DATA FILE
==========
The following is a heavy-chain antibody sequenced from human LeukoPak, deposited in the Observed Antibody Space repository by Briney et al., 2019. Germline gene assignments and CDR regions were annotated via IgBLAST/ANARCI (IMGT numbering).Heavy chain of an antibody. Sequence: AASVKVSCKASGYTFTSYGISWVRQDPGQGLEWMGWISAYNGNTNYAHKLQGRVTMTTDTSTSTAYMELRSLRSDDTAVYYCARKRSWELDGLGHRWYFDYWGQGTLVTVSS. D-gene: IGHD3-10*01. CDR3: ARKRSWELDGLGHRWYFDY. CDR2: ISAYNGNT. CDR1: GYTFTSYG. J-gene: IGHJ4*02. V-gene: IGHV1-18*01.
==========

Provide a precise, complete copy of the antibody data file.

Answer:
The following is a heavy-chain antibody sequenced from human LeukoPak, deposited in the Observed Antibody Space repository by Briney et al., 2019. Germline gene assignments and CDR regions were annotated via IgBLAST/ANARCI (IMGT numbering).Heavy chain of an antibody. Sequence: AASVKVSCKASGYTFTSYGISWVRQDPGQGLEWMGWISAYNGNTNYAHKLQGRVTMTTDTSTSTAYMELRSLRSDDTAVYYCARKRSWELDGLGHRWYFDYWGQGTLVTVSS. D-gene: IGHD3-10*01. CDR3: ARKRSWELDGLGHRWYFDY. CDR2: ISAYNGNT. CDR1: GYTFTSYG. J-gene: IGHJ4*02. V-gene: IGHV1-18*01.